This in comparison to statistics from other countries including the U.S. where migrants from Sudan and Eritrea have received refugee status in the majority of cases. And the criteria employed by these countries are not different than the ones Israel should employ. Under the Refugee Convention, if the migrant fled his country under the threat of prosecution and death, he is an asylum seeker and must be considered for refugee status. However, the determination of the status of the migrant is to be done by the country where he has requested asylum and, while UNHCR (the United Nations High Commissioner for Refugees) has the option to step in to accelerate this process, it depends for a great deal on the goodwill of the nation where the asylum seeker finds himself. And in Israel asylum requests are simply being ignored so as to be able to continue to call these people illegal migrants.
The bottom line in Israel today is very clear. Israel will do anything possible to get rid of the migrants, but is very limited in the actions it can effectively take to that end. With as a result that the migrants are in a perpetual state of uncertainty, and live mostly under deplorable conditions, which results in at least some of them agreeing to being send to third nations (in Africa) that have been enticed by Israel to take them in in exchange for sometimes dubious rewards. The migrant is promised all the assistance he needs and Israel pays him a sum of money to get started out. However, the stories coming back from these countries are such that it will discourage others to go that same route very quickly.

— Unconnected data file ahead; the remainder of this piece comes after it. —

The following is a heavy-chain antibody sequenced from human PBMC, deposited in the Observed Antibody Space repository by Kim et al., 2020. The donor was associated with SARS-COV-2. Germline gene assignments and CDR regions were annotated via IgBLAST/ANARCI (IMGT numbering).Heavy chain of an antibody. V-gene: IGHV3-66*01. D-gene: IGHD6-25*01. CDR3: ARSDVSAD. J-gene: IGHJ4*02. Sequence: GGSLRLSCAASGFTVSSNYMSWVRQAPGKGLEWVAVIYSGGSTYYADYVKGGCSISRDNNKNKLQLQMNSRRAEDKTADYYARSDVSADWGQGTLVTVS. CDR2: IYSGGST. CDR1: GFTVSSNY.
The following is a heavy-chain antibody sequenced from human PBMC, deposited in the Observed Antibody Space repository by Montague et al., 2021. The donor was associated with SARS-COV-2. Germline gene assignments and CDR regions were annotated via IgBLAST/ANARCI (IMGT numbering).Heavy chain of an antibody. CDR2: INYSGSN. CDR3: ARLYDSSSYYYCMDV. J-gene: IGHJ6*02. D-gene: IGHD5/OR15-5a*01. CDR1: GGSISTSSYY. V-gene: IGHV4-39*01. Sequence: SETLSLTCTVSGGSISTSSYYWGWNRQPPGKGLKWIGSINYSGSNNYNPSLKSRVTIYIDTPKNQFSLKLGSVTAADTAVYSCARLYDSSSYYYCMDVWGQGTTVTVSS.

So why does Israel have such enormous aversion to the refugees? Why are such efforts being made to make them miserable and to make the population hate them? Israel is built on refugees! The Jewish people knows better than any what it means to be persecuted and hated! Or have we all forgotten? Apparently so. Since in 1977 then Prime Minister Menachem Begin allowed Vietnamese boat people to come to Israel and settle here, because he remembered the St. Louis, a refugee ship from Germany that in 1939 was refused entry into the U.S., Canada and Cuba and returned to Europe, where a quarter of the Jewish refugees perished, apparently everybody has forgotten. History lessons apparently do not give Israeli youth sufficient insight into what it means to be a refugee even if his grandfather may well have been one. Or maybe history lessons take care only to remember JEWISH refugees! Because that is of course the crux of the whole problem! These migrants, asylum seekers, refugees, or however you want to call them, may be all that but one thing they are not: JEWISH!
It is not being said out loud even though some remarks about “destroying the Jewish character of the state” are being thrown around but this is the main reason Israel will never accept these people as immigrants, will never allow them to become part of Israeli society and will always do everything in its power to get rid of them.
The Light unto The Nations (or as in the Hebrew version, Unto the Goyim) has gone out long ago.
1) With apologies to Robert Heinlein